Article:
Because mobile shoppers convert at about one-third the rate of desktop shoppers, Baldwin starts his mobile bidding at about half the rate he bids for desktop ads. Then, if he sees shoppers buying after clicking on a mobile ad, he gradually increases his bid. He also cuts back bidding on high-priced items that rarely convert on smartphones, he says.
Since Dungarees.net began coordinating mobile ads within Google's Enhanced Campaigns, its mobile traffic and conversion rates have more than tripled, Baldwin says.
Baldwin also uses Enhanced Campaigns to adjust bids across geographic locations. Weather plays a big factor in Dungarees.net's sales because a shopper in Colorado is more apt to buy a winter coat in November than a shopper in Florida, Baldwin says. Being able to increase or decrease bids for some products in certain locations helps him target the right location with the right keywords.
Google also last year began charging retailers to place their products in image arrays that appear prominently in the center of a search results page, listings that previously were free. These Product Listings Ads, or PLAs show images of products, prices and the merchant's name in Google search results and are targeted to consumers in the market to purchase an item, not, for example, looking for a Wikipedia entry on sweaters. Google offers tools to help retailers maximize return from these ads, such as negative keywords, meaning the retailer doesn't bid on searches with a given term. An accessories retailer that sells only handbags and shoes, for instance, might buy the negative keyword "costume jewelry" to prevent its PLAs from appearing for shoppers searching the web for a new necklace. If a shopper clicked that retailer's ad, the retailer would have to pay for that click, which almost certainly wouldn't lead to a sale.
Jon Hoch, president of Power Equipment Direct Inc., bids on negative keywords to save money when bidding for placement in Product Listing Ads. The retailer, which operates 13 niche e-commerce sites that sell power equipment, gets about 40% of its traffic from paid search, including traditional paid search and PLAs. Hoch has one employee dedicated to managing PLA campaigns who is tasked with ensuring that the retailer won't pay for a click that won't lead to a sale by maintaining a list of negative keywords. For example, its list includes "equipment parts," "manuals" and "used snow blowers" because it doesn't want its ads to show up when shoppers search for something it doesn't sell.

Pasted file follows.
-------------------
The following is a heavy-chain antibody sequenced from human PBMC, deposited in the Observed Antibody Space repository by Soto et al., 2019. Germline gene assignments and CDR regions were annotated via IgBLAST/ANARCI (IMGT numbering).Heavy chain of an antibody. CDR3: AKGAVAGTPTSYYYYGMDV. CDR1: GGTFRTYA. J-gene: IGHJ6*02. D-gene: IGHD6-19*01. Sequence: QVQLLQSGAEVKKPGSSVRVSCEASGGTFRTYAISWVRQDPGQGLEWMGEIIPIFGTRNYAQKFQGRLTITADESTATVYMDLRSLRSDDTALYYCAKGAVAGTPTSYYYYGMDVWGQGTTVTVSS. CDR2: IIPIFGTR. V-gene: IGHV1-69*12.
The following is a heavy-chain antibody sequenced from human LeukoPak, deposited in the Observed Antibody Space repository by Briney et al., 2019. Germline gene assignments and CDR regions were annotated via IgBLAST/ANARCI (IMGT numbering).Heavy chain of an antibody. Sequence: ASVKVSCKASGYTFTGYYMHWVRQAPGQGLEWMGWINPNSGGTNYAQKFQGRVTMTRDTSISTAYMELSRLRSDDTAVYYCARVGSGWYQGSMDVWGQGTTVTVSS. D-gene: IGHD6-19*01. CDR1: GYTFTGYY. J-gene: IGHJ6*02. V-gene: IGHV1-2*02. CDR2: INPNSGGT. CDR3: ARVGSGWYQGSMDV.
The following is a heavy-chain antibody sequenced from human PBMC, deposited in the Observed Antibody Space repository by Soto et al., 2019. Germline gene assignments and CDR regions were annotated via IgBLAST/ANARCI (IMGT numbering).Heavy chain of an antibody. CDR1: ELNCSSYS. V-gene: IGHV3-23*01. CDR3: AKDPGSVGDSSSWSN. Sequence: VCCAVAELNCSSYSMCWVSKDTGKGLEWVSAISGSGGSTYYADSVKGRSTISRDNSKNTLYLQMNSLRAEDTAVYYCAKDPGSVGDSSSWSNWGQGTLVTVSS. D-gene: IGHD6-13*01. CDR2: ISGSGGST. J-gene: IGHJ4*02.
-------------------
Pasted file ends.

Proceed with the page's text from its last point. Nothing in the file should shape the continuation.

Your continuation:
Hoch says he also bids only on items he has a wide assortment of, such as air compressors, and not items he has few of, such as paint sprayers. "We bid more on our better-selling products with deep inventory," Hoch says. "We have more than 100 types of air compressors, and we show the best-selling ones in our Product Listing Ads."
Retailers can still drive traffic and sales from paid search if they haven't started using PLAs. Some, such as Schwarz of RibbedTee, haven't made the move in part because of the work required. PLAs are separate bids from traditional paid search ads and require the same maintenance as bidding for conventional search results page ads, including organizing keywords in campaigns that Google can understand and overseeing bid management.
However, Schwarz still works to fine-tune his traditional paid search advertising. For example, he bids on keywords and keyword phrases related to the now-defunct Towncraft brand of undershirts, which have a cult following, because RibbedTee offers a similar style of undershirt called Retrofit. One of those paid search ads reads: "Towncraft Undershirt Replacement. New Retro Fit Tees. Soft & Lightweight. Made in USA. RibbedTee.com." Over the last 30 days that ad has generated 10 times more revenue than the cost of the ad, Schwarz says.
Optimizing digital ads is a task that is never complete. There's always tweaking and testing that retailers can do to improve ROI. The good news is that with new management tools and a wide swath of niche sites that can attract just the right eyeballs, the tweaking is often worth the time.